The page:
I don't really understand your point TBH. Are you arguing that phonics etc should not be used because some words do not fit with he majority?

Missbopeep Mon 21-Jan-13 08:43:35

sorry- typos! -ow as in how.

maizieD Mon 21-Jan-13 09:29:06

I don't really understand your point TBH. Are you arguing that phonics etc should not be used because some words do not fit with he majority?

When I first encountered marsha a few years ago she was just campaigning for the reform of English spelling. When I, and others, pointed out to her that good systematic synthetic or linguistic phonics instruction was extremely effective in teaching children to spell well she widened her campaign to include anti-phonics in her message.

She hasn't a clue about how SP or LP instruction works but she's anti it all the same. More children able to spell well would make her campaign look a bit weak...

Missbopeep Mon 21-Jan-13 09:52:08

Oh well I didn't know there was a back history to her posts.

Sorry masha but you need to read around more before you come jumpng in with half baked ideas.

Mashabell Mon 21-Jan-13 11:32:49

Missbopeep
Are you arguing that phonics etc should not be used because some words do not fit with he majority?
No. I am merely trying to explain why phonics is of limited use even for learning to read, why children also as u say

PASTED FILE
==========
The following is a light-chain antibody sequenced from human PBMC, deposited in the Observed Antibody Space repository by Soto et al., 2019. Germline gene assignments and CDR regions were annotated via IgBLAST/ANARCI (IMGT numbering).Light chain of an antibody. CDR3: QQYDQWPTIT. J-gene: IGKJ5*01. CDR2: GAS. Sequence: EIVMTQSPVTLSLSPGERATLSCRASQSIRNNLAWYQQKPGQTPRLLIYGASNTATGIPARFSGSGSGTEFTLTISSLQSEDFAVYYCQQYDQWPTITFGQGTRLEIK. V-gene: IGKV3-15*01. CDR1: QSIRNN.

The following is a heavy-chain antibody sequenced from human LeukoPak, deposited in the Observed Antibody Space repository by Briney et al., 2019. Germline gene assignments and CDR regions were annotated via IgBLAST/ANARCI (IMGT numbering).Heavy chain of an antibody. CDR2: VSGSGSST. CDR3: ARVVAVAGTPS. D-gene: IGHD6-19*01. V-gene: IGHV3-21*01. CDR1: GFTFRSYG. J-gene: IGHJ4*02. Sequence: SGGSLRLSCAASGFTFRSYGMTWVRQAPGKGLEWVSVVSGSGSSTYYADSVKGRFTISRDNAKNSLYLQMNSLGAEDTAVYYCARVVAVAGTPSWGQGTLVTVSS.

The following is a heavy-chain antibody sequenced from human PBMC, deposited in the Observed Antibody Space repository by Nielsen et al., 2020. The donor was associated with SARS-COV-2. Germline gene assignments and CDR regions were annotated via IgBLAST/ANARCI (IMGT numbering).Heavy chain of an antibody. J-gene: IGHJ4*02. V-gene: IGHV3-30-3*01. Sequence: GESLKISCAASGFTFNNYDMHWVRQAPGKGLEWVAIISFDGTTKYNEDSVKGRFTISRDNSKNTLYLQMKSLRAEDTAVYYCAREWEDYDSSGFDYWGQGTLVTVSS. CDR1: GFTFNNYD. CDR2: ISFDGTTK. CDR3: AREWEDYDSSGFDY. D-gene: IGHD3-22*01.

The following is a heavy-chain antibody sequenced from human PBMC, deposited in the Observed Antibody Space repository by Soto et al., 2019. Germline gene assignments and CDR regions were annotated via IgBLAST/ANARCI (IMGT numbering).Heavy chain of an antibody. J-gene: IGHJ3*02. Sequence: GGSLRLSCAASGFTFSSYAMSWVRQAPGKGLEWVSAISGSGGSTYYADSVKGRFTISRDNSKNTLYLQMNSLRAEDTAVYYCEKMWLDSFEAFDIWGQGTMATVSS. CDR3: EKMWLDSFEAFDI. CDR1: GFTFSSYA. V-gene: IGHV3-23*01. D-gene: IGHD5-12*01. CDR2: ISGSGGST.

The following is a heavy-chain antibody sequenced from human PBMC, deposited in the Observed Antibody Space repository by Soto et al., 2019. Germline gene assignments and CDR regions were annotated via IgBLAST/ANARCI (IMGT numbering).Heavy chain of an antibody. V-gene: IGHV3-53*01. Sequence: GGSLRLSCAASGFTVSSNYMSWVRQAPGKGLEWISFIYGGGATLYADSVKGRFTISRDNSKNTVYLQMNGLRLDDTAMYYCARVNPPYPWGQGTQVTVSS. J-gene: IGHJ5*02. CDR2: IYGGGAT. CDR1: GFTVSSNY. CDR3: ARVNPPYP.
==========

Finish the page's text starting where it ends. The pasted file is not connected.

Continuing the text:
of course use context as a guide when reading.
For learning to spell English 'correctly' (rather than phonically), beyond the basic stage, it is even more useless.

Missbopeep Mon 21-Jan-13 12:37:28

You are entitled to your opinion.

However, IMO you are misguided at best and misinformed at worst.

I assume you are not a professional and have no training in teaching reading or phonics?

If so, it's a bit like me telling a surgeon how to do an opeation just because I took a splinter out of my child's finger.

Maybe take some of the time you obviously have to look at the website of the Reading Reform group, Debbie Hepplewhite ( same as RRG), Jolly Phonics and the work of Sue Lloyd.

maizieD Mon 21-Jan-13 14:39:15

Marsha was a Secondary English teacher. We all know how expert they are at teaching phonics wink

She wouldn't touch the RRF with a bargepole; we're more interested in teaching children to read and spell now.